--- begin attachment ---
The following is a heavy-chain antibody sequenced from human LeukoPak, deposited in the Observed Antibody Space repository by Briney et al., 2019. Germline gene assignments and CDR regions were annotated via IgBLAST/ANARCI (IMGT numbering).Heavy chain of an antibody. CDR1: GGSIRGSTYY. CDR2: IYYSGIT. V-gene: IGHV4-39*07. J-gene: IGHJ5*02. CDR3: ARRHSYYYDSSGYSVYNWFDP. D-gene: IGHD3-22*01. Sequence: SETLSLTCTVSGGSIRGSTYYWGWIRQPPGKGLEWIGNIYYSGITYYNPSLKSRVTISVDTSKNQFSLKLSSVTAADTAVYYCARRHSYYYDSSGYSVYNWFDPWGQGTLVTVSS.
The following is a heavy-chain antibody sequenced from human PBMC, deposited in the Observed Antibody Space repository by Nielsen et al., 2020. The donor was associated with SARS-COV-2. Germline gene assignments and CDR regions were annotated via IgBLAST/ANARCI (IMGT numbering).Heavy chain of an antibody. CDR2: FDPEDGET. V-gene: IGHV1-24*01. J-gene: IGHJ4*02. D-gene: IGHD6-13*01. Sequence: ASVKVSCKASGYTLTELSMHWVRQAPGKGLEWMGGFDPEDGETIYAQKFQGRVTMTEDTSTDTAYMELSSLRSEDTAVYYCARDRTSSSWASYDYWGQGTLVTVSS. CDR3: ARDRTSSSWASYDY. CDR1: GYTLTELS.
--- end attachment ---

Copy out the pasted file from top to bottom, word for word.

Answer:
The following is a heavy-chain antibody sequenced from human LeukoPak, deposited in the Observed Antibody Space repository by Briney et al., 2019. Germline gene assignments and CDR regions were annotated via IgBLAST/ANARCI (IMGT numbering).Heavy chain of an antibody. CDR1: GGSIRGSTYY. CDR2: IYYSGIT. V-gene: IGHV4-39*07. J-gene: IGHJ5*02. CDR3: ARRHSYYYDSSGYSVYNWFDP. D-gene: IGHD3-22*01. Sequence: SETLSLTCTVSGGSIRGSTYYWGWIRQPPGKGLEWIGNIYYSGITYYNPSLKSRVTISVDTSKNQFSLKLSSVTAADTAVYYCARRHSYYYDSSGYSVYNWFDPWGQGTLVTVSS.
The following is a heavy-chain antibody sequenced from human PBMC, deposited in the Observed Antibody Space repository by Nielsen et al., 2020. The donor was associated with SARS-COV-2. Germline gene assignments and CDR regions were annotated via IgBLAST/ANARCI (IMGT numbering).Heavy chain of an antibody. CDR2: FDPEDGET. V-gene: IGHV1-24*01. J-gene: IGHJ4*02. D-gene: IGHD6-13*01. Sequence: ASVKVSCKASGYTLTELSMHWVRQAPGKGLEWMGGFDPEDGETIYAQKFQGRVTMTEDTSTDTAYMELSSLRSEDTAVYYCARDRTSSSWASYDYWGQGTLVTVSS. CDR3: ARDRTSSSWASYDY. CDR1: GYTLTELS.